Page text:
If you wear contacts and get dry eyes in the winter, you likely find the experience uncomfortable. You may not want to stop wearing your contacts, but you likely know that dry eyes and contacts are more than an uncomfortable experience. This is because inadequate lubrication could cause your contacts to scratch the surface of your eye. The following information is designed to help you avoid winter dry eyes and improve your contacts wearing experience.
Consider alternating the schedule of when you wear your contacts. This may encourage the natural production of tears. If you hate the way you look with your eyeglasses, then you could choose to reduce the total amount of time you wear your contacts each day by choosing to only wear your contacts when you leave home.
Most people drink plenty of water during the hot months in an effort to stay cool and prevent dehydration. Consuming enough water in winter time is also important due to the hydration effects that water provides. According to Livestrong, 8-10 glasses each day is sufficient enough to help lubricate dry eyes, and people who regularly consume diuretics or are subject to windy and dry may need to drink more than the recommended amount. Caffeinated beverages, beer, and some medications are examples of diuretics.
Installing these in your home aids in moisturizing the air. This is because the construction of some homes and buildings may cause air to be drier, which is a tradeoff for running the HVAC systems in them and keeping inside temperatures at optimal levels.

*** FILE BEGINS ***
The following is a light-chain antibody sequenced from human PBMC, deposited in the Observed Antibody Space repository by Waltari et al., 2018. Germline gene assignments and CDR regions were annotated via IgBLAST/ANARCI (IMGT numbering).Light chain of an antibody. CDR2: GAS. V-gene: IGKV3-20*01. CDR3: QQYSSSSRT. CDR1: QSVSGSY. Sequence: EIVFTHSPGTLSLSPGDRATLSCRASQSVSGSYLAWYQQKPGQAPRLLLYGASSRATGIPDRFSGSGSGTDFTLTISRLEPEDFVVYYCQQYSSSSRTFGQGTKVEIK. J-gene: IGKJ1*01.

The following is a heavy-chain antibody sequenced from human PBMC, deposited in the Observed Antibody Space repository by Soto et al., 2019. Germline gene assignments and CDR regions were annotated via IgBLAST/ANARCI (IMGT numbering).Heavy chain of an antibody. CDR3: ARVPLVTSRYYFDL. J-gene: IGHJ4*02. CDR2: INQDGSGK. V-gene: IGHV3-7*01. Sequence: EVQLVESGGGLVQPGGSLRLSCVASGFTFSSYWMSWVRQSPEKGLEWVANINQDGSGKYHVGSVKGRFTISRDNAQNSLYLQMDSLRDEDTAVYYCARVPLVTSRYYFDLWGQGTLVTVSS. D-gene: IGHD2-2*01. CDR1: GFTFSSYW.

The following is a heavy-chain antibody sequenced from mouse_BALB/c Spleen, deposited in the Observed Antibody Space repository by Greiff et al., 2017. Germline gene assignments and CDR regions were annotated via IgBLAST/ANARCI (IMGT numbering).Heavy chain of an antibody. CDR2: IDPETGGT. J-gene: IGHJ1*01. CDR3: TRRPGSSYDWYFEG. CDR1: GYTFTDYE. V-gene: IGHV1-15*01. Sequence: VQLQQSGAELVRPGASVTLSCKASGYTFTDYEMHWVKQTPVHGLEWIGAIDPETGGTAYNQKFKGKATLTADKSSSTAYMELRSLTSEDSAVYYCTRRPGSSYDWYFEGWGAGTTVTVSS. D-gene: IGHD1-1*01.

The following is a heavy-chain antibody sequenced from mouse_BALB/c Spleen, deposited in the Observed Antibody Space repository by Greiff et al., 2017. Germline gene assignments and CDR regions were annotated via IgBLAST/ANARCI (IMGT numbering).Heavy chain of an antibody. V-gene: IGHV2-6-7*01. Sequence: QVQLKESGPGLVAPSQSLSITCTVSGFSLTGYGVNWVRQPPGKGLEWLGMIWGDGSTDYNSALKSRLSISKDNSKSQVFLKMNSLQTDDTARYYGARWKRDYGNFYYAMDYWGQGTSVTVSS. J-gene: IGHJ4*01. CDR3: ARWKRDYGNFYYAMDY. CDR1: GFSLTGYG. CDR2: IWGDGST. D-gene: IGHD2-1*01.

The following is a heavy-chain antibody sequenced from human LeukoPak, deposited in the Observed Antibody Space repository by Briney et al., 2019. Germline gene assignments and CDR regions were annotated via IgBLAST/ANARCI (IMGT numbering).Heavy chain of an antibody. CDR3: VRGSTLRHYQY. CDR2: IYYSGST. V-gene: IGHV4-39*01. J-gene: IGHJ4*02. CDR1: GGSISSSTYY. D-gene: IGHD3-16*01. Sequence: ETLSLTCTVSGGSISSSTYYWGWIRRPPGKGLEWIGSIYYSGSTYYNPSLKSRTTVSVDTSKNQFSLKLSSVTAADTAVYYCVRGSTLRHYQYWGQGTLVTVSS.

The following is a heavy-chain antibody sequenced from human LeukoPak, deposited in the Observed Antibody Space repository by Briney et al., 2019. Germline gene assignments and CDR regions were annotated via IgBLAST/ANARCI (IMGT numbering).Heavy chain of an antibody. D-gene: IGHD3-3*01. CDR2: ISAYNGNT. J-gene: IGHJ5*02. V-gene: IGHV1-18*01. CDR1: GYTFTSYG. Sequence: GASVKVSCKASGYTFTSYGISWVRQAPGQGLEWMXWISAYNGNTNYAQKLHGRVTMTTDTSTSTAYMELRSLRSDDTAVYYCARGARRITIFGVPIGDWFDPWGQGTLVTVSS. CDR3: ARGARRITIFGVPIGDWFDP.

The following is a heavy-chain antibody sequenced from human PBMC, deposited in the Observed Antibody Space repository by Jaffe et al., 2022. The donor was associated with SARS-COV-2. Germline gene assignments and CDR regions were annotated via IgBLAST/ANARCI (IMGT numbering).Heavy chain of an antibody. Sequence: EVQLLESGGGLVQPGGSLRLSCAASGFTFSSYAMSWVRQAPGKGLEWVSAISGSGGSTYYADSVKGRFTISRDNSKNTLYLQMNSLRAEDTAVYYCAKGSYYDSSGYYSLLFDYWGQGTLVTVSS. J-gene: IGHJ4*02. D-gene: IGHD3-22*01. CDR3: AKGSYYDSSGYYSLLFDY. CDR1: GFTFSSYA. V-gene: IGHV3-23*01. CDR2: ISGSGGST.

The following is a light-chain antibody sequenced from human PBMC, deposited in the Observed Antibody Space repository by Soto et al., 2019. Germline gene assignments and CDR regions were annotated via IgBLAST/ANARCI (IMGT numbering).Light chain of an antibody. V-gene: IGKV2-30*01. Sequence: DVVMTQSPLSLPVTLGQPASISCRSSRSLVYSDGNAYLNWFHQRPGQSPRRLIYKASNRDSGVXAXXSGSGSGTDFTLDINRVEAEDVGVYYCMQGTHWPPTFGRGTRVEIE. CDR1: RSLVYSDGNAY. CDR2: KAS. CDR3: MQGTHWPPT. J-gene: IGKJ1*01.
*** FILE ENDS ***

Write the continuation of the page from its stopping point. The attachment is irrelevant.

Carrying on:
This is a must-have in your arsenal of care products for your eyes and contacts. Contact wearers must use caution when choosing eye drops. This is because it is advisable that they choose drops that are compatible with contacts rather than standard eye drops. If you prefer, you can use standard eye drops to lubricate your eyes when you are not wearing your contacts.
Winter conditions often include cold winds. These winds can dry out your eyes, and sunglasses offer a shield against the wind. They can also protect your eyes against UV rays because even though the temperatures outside may be frigid, the rays of the sun are still damaging. When you are shopping for sunglasses, they should have a sticker, tag or other type of product packaging that informs consumers of the amount of UV rays blocked. Aim for the 100% UVA and UVB protection when possible.
An eye doctor is the best resource to use if you are experiencing dry eye issues in the winter. They can offer you additional tips, and they can check to ensure that an eye problem such as disease is not the contributing issue to your dry eyes. Your eye doctor may also be able to find you sunglasses to complement your contacts, and they can recommend the best eye drops. Contact an eye clinic, such as the Gerald A York Opticians, for more information about eye health.